Remember when a year and a half ago, I mentioned that the 'thing' that enables one to render compressive measurement universal and timeless should not be called a light modulating device or a rotating collection of masks, but rather a Randomized Carousel.
Mad Men ´The Carousel´ from Emilio on Vimeo.
Well, it looks like we have an instance of one: Spinning disk for compressive imaging by H. Shen, L. Gan, N. Newman, Y. Dong, C. Li, Y. Huang, and Y. C. Shen. The abstract reads:
We report the first, to the best of our knowledge, experimental implementation of a spinning-disk configuration for high-speed compressive image acquisition. A single rotating mask (i.e., the spinning disk) with random binary patterns was utilized to spatially modulate a collimated terahertz (THz) or IR beam. After propagating through the sample, the THz or IR beam was measured using a single detector, and THz and IR images were subsequently reconstructed using compressive sensing. We demonstrate that a 32-by-32 pixel image could be obtained from 160 to 240 measurements in both the IR and THz ranges. This spinning-disk configuration allows the use of an electric motor to rotate the spinning disk, thus enabling the experiment to be performed automatically and continuously. This, together with its compact design and computational efficiency, makes it promising for real-time imaging applications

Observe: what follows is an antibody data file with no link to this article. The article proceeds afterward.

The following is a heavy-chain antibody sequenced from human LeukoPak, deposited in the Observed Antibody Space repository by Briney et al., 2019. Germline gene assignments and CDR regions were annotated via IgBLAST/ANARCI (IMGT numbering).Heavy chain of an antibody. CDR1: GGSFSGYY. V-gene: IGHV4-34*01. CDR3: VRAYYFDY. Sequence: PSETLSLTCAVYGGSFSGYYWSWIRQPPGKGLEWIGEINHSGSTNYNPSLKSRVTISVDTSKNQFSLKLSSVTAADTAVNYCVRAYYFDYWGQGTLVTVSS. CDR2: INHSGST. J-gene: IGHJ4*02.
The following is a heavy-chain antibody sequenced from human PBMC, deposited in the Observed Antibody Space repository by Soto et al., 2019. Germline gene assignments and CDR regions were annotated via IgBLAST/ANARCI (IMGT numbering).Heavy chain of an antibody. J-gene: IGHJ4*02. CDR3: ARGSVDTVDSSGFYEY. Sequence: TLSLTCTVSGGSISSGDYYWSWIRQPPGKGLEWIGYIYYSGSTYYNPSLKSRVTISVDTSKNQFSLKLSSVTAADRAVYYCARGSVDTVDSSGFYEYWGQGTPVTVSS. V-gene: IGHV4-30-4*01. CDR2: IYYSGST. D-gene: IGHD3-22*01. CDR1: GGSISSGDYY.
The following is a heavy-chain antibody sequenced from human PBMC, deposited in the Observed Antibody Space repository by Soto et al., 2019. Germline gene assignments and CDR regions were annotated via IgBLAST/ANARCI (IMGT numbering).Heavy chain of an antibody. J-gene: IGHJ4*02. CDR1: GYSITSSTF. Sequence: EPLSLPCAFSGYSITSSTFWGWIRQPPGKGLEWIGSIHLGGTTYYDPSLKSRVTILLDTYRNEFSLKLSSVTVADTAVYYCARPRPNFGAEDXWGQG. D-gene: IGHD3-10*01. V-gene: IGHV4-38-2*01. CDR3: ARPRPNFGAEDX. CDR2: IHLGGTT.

While the paper is behind a paywall, here are the videos showing some results of reconstruction using:
This will be added to compressive sensing hardware shortly.
Credit: AMC, Mad Men.
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